Sunday, February 25, 2007

Reminiscence

I've come a long way in (nearly) 50 years! Visiting BendingPeak's blog brought back some memories of the past - my time in Atkinson Morley Psychiatric Unit where I worked as a nurse. I went hunting for some writing I did then and found this piece about a time even further back, from when I lived in the USA when I was 17 years old, circa 1974.

top picture is me holding my Norwegian Elkhound puppy, Ianto - and a young friend Amy - where is she now I wonder?

bottom picture is a headless me ?dancing around the sitting room in the house in Burlington, Wisconsin, USA.

"Chris saw them coming through the window, and with unaccustomed agility, darted downstairs and disguised himself as a pile of dirty laundry. "Ah, shit, it's the pigs. Look - I'm not here, you don't know me and..." The door to the basement had slammed and the muffled message hung in the air. I answered the door with a confidence born of the fact that I knew the two policemen hadn't come to take ME away. In fact they HAD come to take me away.

They looked mildly embarrassed as they took in the 17 year old, flat chested, skinny, psychedelic furry freak that I was: "You Teresa Evans?".

"Eh, yep" I nodded and stood on the doorstep glumly holding on to the mesh screen door as support, more than to keep it from swinging shut.

"Ugh, we have instructions to take you to the Juvenile Detention Centre, you gotta come with us"... one of the two waved an official looking typed sheet of paper in my face.

I chose not to argue, even question the summons but went along with them with the same resigned acceptance that characterised the rest of my life. I felt outside, a mere passive observer of queer goingson.

"Mind if I fetch a book?", I slid away before they answered.

One of the two - the squatter spotty one - looked suspicious, but the taller, clean shaven guy waved at me as an OK.

I envisaged long periods sat in waiting rooms like at the dentist's and a good escapist novel seemed the thing. Never mind clothes, clean underwear - how long? who knew?

I was accompanied by the two armed policement to their squad car, feeling red, hot, shy and self-conscious. I feigned an air of unconcern, but I was scared shitless, floundering in unknown waters.


In the squad car, they argued, like the archetypal good cop/bad cop. The suspicious guy thought I might make a run for it at the very least, or at worst run amok with an axe (that's what these pot smokers do, right?). The other guy shrugged his shoulders, seemed more laid back, was driving. He gave me encouraging smiles through the protective mesh - tuned into a decent FM station. His partner promptly turned the radio off and locked both back doors automatically. "Jeez, Mac - whaddya think she's gonna do?".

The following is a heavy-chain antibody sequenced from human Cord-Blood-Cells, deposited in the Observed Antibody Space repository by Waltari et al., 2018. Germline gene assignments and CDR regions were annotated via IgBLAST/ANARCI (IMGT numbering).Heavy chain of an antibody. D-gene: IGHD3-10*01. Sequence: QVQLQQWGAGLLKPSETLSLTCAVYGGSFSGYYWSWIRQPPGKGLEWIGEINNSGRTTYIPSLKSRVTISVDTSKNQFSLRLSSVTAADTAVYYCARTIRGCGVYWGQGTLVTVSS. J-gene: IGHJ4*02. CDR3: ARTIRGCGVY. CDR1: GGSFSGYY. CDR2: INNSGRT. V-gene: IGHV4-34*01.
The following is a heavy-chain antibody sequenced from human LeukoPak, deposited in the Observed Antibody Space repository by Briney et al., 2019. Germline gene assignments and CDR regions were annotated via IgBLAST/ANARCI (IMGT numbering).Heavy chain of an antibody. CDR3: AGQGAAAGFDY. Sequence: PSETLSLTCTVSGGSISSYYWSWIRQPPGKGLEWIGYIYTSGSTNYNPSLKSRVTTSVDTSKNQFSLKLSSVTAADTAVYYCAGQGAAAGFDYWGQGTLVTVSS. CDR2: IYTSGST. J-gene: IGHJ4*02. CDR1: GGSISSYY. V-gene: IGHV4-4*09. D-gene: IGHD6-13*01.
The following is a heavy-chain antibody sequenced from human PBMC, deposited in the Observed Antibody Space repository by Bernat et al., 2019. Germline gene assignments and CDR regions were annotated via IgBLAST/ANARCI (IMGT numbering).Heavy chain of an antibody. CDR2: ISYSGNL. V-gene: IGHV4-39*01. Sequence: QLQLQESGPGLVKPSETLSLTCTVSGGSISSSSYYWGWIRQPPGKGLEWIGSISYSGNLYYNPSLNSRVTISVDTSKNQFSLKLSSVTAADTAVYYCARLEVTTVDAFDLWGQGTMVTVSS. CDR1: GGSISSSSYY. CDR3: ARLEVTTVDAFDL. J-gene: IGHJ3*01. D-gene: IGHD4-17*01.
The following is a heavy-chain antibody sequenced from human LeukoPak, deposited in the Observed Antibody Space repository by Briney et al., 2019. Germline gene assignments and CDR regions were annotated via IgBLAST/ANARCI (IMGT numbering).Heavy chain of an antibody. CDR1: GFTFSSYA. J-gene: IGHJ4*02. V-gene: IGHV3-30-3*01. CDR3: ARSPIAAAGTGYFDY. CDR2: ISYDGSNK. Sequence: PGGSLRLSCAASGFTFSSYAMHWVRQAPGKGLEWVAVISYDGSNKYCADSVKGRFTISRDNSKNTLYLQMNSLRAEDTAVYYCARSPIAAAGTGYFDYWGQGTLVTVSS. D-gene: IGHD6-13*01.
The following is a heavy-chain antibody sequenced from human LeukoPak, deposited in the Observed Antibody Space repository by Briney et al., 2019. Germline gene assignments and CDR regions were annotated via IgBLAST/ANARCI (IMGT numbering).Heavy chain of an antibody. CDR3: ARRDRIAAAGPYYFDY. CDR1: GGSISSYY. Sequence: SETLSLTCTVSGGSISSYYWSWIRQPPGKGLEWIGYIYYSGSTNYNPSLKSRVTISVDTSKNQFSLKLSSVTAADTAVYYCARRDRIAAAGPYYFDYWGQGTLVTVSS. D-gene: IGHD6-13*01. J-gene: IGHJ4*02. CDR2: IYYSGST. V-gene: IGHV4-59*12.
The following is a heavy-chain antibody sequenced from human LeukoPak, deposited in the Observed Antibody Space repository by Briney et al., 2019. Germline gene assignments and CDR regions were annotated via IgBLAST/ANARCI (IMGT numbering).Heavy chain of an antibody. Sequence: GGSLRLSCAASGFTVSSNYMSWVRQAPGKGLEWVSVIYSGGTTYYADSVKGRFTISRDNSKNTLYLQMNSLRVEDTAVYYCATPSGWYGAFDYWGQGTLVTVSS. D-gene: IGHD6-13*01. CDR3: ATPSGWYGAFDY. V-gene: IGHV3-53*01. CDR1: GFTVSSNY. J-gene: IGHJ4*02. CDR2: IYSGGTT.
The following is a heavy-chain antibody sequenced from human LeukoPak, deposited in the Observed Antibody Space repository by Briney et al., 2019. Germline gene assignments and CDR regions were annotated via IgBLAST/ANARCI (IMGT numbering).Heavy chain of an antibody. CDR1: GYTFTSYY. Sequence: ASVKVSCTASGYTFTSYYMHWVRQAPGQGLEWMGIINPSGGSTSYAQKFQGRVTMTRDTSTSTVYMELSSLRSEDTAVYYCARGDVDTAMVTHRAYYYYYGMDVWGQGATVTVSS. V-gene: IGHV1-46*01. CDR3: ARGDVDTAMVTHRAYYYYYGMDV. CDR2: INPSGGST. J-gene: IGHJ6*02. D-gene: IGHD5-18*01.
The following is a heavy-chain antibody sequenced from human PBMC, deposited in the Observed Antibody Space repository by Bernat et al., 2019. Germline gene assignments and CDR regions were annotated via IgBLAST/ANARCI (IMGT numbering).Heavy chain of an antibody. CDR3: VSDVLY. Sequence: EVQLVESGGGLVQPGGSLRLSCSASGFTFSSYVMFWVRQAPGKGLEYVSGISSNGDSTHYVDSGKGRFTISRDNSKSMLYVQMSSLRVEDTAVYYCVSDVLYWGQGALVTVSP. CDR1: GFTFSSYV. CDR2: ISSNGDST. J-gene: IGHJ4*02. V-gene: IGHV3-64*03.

I didn't know. Had I any rights? Why was I here? I looked out of the window and saw we were headed for Milwaukee. I was adrift, flotsam and jetsam.

What was identified as Milwaukee Police Department was an enormous building, knifing up into the sky at least 20 stories. We whisked to the very top in an elevator (that's a lift, to you and I). The doors opened on to a dingy bare room with a scuffed linoleum floor, tainted by no natural light. This space was L shaped and around the corner was a sturdy table surrounded by vinyl backed chairs: I was told why I was there by an official looking person - the authorities had been informed by our neighbour, Mrs Kramer, that I was a juvenile living without adult supervision and I had been taken into custody for my own safety. My mother had returned to the UK several months before, ostensibly for a 'holiday' and just never came back, leaving me and my younger sister with our incompetent, inadequate stepfather (a man named Wally who was - a complete Wally). This stepfather had had a heart attack recently (unsurprisingly: he lived on ice-cream and sweets) and had gone to friends in Arizona to recuperate, leaving us alone in the Burlington house.

I was taken through several other locked doors and put in a cell with two beds in it. The other bed was already occupied by a 15 year old plump girl who I later found out was pregnant. And she hadn't told anyone!"


And that's where that bit of memoir finished. I wrote it when I (briefly) belonged to a women's writing group with some friends in London - around 1986-7.

5 comments:

Jo said...

What a fabulous story! What happened next?

BendingPeak said...

Very nice. I too want to know what happened next!!!
I will be back later this week for a more in depth read of your blog. Can't wait to dive in.

Riggwelter said...

a briliant story, yes, tell us what happened next!

Rain said...

Wow, you write beautifully. I love your style.

TutleyMutley said...

Err um, I've always found writing (autobiographically i mean - not knitting) a little anguish making. Thanks for all your encouraging comments. I'll have to have a deep thunk and see if I can remember clearly enough to tell you what happened next! I DO remember vaguely - and obviously I ended up back here in Blighty (ultimately!)